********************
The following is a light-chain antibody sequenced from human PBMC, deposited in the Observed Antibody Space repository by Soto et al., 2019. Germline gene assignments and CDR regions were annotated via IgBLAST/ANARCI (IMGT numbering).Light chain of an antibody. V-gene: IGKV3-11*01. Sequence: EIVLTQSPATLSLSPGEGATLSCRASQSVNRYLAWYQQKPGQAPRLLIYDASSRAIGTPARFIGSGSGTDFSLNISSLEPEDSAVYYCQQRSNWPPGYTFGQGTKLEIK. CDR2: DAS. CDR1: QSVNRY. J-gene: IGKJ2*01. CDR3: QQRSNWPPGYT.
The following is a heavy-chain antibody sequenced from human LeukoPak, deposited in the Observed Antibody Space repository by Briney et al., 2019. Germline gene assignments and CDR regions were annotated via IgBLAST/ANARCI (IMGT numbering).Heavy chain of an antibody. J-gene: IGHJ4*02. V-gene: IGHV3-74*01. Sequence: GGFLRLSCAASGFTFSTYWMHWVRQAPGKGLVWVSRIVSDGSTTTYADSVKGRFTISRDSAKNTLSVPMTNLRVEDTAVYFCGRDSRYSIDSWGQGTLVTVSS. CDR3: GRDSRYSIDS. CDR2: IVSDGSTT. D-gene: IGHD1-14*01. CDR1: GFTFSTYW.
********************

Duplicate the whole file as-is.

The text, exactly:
The following is a light-chain antibody sequenced from human PBMC, deposited in the Observed Antibody Space repository by Soto et al., 2019. Germline gene assignments and CDR regions were annotated via IgBLAST/ANARCI (IMGT numbering).Light chain of an antibody. V-gene: IGKV3-11*01. Sequence: EIVLTQSPATLSLSPGEGATLSCRASQSVNRYLAWYQQKPGQAPRLLIYDASSRAIGTPARFIGSGSGTDFSLNISSLEPEDSAVYYCQQRSNWPPGYTFGQGTKLEIK. CDR2: DAS. CDR1: QSVNRY. J-gene: IGKJ2*01. CDR3: QQRSNWPPGYT.
The following is a heavy-chain antibody sequenced from human LeukoPak, deposited in the Observed Antibody Space repository by Briney et al., 2019. Germline gene assignments and CDR regions were annotated via IgBLAST/ANARCI (IMGT numbering).Heavy chain of an antibody. J-gene: IGHJ4*02. V-gene: IGHV3-74*01. Sequence: GGFLRLSCAASGFTFSTYWMHWVRQAPGKGLVWVSRIVSDGSTTTYADSVKGRFTISRDSAKNTLSVPMTNLRVEDTAVYFCGRDSRYSIDSWGQGTLVTVSS. CDR3: GRDSRYSIDS. CDR2: IVSDGSTT. D-gene: IGHD1-14*01. CDR1: GFTFSTYW.